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75 Years after Hiroshima, Here are 4 Things to Know about Nuclear Disarmament Efforts

| Aug. 06, 2020

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Seventy-five years ago, on Aug. 6 and Aug. 9, the United States ushered in the nuclear age by dropping atomic bombs on Hiroshima and then Nagasaki, Japan. Over 100,000 Japanese residents, and possibly up to double that number, died of the blast, fire and radiation. Since then, many survivors — known as the hibakusha — have advocated for global nuclear disarmament.  Our research finds strong public support for nuclear disarmament in both the United States and Japan.

Here are four things to know about efforts to eliminate nuclear weapons.

1. What's the status of existing nuclear treaties?

A total of 191 governments have joined the 1968 Treaty on the Non-Proliferation of Nuclear Weapons. The Non-Proliferation Treaty, or NPT, as it is widely known, allows the United States, Britain, China, France and Russia to maintain nuclear weapons if they move toward eventual nuclear disarmament. Three countries — India, Israel and Pakistan — have nuclear weapons but have not signed onto the treaty. North Korea was previously a member but withdrew from the treaty and developed nuclear weapons.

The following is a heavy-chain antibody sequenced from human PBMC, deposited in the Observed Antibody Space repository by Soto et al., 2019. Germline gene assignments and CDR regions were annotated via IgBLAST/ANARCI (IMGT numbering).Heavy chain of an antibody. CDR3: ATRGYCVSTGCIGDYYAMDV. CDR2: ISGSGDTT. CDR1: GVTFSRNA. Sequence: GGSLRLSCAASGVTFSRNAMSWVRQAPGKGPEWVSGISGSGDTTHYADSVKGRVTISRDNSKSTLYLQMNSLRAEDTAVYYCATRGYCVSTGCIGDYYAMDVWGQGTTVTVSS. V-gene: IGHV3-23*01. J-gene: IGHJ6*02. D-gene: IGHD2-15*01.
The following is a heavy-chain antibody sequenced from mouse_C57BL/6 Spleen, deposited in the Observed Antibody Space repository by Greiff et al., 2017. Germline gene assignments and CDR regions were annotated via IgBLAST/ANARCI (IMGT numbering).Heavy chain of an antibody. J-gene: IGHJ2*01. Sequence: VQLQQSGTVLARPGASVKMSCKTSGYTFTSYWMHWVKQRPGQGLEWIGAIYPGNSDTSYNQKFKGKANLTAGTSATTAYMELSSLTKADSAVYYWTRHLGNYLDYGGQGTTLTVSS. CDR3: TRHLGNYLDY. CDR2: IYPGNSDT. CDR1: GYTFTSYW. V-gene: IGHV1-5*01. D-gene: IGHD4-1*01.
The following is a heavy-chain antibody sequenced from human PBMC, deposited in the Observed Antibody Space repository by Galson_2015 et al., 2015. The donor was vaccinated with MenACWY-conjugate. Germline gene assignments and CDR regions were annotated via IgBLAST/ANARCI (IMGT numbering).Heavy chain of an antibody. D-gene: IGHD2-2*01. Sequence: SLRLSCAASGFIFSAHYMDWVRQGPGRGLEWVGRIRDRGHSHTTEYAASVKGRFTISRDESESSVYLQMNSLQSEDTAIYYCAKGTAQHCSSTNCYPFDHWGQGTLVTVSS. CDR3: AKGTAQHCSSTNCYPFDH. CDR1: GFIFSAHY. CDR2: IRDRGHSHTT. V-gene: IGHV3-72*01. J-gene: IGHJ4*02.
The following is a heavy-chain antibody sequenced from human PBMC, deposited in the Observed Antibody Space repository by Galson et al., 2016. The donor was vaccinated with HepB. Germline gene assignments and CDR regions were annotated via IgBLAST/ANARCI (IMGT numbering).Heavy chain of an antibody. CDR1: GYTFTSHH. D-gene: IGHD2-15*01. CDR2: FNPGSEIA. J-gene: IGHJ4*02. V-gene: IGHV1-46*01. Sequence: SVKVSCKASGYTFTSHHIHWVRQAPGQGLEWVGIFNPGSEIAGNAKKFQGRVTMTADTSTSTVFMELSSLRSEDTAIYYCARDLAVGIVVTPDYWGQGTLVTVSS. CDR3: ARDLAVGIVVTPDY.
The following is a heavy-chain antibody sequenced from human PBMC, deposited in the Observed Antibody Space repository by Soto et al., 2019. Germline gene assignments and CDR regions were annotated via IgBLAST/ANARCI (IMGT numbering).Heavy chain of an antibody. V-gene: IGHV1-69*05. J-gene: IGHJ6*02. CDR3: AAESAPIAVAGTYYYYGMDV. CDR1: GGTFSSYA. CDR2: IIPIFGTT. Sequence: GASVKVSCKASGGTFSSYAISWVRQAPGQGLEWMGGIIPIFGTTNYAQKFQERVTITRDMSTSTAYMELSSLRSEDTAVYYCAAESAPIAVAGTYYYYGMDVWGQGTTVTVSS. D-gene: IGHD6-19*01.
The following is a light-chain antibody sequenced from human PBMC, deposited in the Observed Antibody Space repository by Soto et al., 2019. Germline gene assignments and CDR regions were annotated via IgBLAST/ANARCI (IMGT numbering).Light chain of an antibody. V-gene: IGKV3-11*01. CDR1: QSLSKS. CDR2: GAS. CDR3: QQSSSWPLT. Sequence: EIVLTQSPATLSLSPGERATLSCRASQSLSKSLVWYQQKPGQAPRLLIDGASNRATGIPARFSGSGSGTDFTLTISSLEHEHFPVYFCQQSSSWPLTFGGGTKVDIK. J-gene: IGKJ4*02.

Today, more than five decades after the agreement opened for signature, there are approximately 13,410 nuclear weapons around the world. Over 90 percent belong to the United States and Russia, which had an intense Cold War nuclear rivalry....

For more information on this publication: Belfer Communications Office
For Academic Citation: Gibbons, Rebecca Davis and Stephen Herzog.“75 Years after Hiroshima, Here are 4 Things to Know about Nuclear Disarmament Efforts.” The Washington Post, August 6, 2020.

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